In a just-published Nature Communications study, researchers from Columbia and Vanderbilt Universities demonstrate that a cross-circulation technique can maintain lungs for 36 hours, giving doctors time to rehabilitate the lungs and test new interventions.
The regenerated lungs also met transplantation criteria, unlike the current methods that give doctors about six hours to assess lungs and not enough time to rehabilitate them. Approximately 80% of donor lungs are too damaged for transplantation purposes.
According to the researchers, their work “has opened up new pathways for translational applications and basic science exploration.” In time, the new technique could also prove beneficial for injured hearts, kidneys, and livers.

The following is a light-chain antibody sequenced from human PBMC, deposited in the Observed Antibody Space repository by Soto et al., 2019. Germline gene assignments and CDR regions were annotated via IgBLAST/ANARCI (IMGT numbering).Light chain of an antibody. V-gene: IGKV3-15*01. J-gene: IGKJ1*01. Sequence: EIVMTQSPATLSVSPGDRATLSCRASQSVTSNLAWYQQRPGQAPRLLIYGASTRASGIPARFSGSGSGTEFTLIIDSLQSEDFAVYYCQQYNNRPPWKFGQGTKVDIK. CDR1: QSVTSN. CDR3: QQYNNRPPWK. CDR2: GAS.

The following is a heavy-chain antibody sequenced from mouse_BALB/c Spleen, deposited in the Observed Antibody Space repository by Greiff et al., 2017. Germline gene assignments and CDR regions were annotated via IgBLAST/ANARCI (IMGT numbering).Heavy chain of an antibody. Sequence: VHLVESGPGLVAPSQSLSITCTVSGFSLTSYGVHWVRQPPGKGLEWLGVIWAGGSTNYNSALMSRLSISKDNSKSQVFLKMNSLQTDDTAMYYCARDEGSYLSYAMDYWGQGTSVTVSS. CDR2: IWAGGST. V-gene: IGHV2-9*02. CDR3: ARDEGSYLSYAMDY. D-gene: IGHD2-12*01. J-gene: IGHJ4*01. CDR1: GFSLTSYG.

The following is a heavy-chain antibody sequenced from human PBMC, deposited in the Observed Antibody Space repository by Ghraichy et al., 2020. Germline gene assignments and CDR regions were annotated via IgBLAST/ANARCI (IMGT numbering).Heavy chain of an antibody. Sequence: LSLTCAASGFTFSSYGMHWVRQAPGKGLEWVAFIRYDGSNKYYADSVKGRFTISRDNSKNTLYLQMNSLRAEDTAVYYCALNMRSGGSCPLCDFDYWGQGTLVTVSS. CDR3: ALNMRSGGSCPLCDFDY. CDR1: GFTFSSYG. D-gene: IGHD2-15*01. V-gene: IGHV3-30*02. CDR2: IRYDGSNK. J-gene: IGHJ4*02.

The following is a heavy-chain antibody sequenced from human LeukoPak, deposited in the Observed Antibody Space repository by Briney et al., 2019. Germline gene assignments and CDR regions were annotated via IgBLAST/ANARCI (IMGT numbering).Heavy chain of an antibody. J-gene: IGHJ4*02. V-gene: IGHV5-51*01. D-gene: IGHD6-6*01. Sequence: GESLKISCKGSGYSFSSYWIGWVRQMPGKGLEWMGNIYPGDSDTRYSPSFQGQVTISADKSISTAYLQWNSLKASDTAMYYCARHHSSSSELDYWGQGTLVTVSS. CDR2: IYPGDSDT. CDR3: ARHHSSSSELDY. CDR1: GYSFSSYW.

The researchers’ method of regenerating lungs in animal models showed significantly improved lung function and cellular regeneration. Also, it gave researchers time to develop diagnostic tools for non-invasive evaluation and repair of the lungs.
Eventually, the researchers anticipate expanding the 36-hour period for working on organs to days or even weeks. In addition to rehabilitating organs, the extra time would enable the exploration of new repair techniques.
Further study is required to determine how well the rehabilitated lungs function, the method’s safety, and how immunosuppressive drugs given after transplantation affect the lungs.
Source: MedicalXpress, May 7, 2019